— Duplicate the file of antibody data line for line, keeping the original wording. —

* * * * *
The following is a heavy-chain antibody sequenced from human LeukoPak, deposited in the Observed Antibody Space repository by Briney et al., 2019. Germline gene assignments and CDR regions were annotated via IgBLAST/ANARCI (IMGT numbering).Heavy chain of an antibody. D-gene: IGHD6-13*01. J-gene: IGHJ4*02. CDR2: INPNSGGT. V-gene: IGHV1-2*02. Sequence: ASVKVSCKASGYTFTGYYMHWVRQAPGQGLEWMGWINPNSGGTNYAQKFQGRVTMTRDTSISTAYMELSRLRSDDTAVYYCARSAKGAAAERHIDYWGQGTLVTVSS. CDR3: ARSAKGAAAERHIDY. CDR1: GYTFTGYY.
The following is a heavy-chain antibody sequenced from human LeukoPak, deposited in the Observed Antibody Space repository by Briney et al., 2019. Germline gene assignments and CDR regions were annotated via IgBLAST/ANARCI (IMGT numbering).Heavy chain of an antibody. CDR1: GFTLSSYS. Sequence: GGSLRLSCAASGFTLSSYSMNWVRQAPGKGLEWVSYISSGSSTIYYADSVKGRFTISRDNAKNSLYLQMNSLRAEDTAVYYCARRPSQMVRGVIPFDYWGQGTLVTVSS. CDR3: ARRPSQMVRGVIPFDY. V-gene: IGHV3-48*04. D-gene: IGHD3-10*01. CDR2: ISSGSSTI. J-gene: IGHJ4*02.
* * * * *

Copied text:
The following is a heavy-chain antibody sequenced from human LeukoPak, deposited in the Observed Antibody Space repository by Briney et al., 2019. Germline gene assignments and CDR regions were annotated via IgBLAST/ANARCI (IMGT numbering).Heavy chain of an antibody. D-gene: IGHD6-13*01. J-gene: IGHJ4*02. CDR2: INPNSGGT. V-gene: IGHV1-2*02. Sequence: ASVKVSCKASGYTFTGYYMHWVRQAPGQGLEWMGWINPNSGGTNYAQKFQGRVTMTRDTSISTAYMELSRLRSDDTAVYYCARSAKGAAAERHIDYWGQGTLVTVSS. CDR3: ARSAKGAAAERHIDY. CDR1: GYTFTGYY.
The following is a heavy-chain antibody sequenced from human LeukoPak, deposited in the Observed Antibody Space repository by Briney et al., 2019. Germline gene assignments and CDR regions were annotated via IgBLAST/ANARCI (IMGT numbering).Heavy chain of an antibody. CDR1: GFTLSSYS. Sequence: GGSLRLSCAASGFTLSSYSMNWVRQAPGKGLEWVSYISSGSSTIYYADSVKGRFTISRDNAKNSLYLQMNSLRAEDTAVYYCARRPSQMVRGVIPFDYWGQGTLVTVSS. CDR3: ARRPSQMVRGVIPFDY. V-gene: IGHV3-48*04. D-gene: IGHD3-10*01. CDR2: ISSGSSTI. J-gene: IGHJ4*02.